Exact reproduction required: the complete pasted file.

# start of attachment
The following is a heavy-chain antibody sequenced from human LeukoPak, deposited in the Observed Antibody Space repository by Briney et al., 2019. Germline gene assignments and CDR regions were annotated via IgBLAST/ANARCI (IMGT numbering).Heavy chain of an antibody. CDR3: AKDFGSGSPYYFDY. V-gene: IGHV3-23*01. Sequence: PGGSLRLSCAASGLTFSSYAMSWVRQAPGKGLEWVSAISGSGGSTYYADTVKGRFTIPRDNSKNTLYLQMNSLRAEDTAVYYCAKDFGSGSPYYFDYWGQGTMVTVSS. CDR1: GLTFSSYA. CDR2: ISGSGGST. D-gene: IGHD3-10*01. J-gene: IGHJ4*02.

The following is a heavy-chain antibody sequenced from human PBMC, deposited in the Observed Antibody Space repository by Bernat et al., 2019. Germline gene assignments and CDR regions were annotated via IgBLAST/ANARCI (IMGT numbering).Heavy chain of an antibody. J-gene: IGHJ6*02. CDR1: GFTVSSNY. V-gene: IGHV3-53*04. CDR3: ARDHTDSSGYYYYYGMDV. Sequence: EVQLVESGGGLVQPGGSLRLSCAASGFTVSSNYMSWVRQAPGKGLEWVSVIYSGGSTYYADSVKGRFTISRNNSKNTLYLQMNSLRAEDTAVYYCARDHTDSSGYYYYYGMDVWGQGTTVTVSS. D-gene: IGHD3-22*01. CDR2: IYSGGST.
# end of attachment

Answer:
The following is a heavy-chain antibody sequenced from human LeukoPak, deposited in the Observed Antibody Space repository by Briney et al., 2019. Germline gene assignments and CDR regions were annotated via IgBLAST/ANARCI (IMGT numbering).Heavy chain of an antibody. CDR3: AKDFGSGSPYYFDY. V-gene: IGHV3-23*01. Sequence: PGGSLRLSCAASGLTFSSYAMSWVRQAPGKGLEWVSAISGSGGSTYYADTVKGRFTIPRDNSKNTLYLQMNSLRAEDTAVYYCAKDFGSGSPYYFDYWGQGTMVTVSS. CDR1: GLTFSSYA. CDR2: ISGSGGST. D-gene: IGHD3-10*01. J-gene: IGHJ4*02.

The following is a heavy-chain antibody sequenced from human PBMC, deposited in the Observed Antibody Space repository by Bernat et al., 2019. Germline gene assignments and CDR regions were annotated via IgBLAST/ANARCI (IMGT numbering).Heavy chain of an antibody. J-gene: IGHJ6*02. CDR1: GFTVSSNY. V-gene: IGHV3-53*04. CDR3: ARDHTDSSGYYYYYGMDV. Sequence: EVQLVESGGGLVQPGGSLRLSCAASGFTVSSNYMSWVRQAPGKGLEWVSVIYSGGSTYYADSVKGRFTISRNNSKNTLYLQMNSLRAEDTAVYYCARDHTDSSGYYYYYGMDVWGQGTTVTVSS. D-gene: IGHD3-22*01. CDR2: IYSGGST.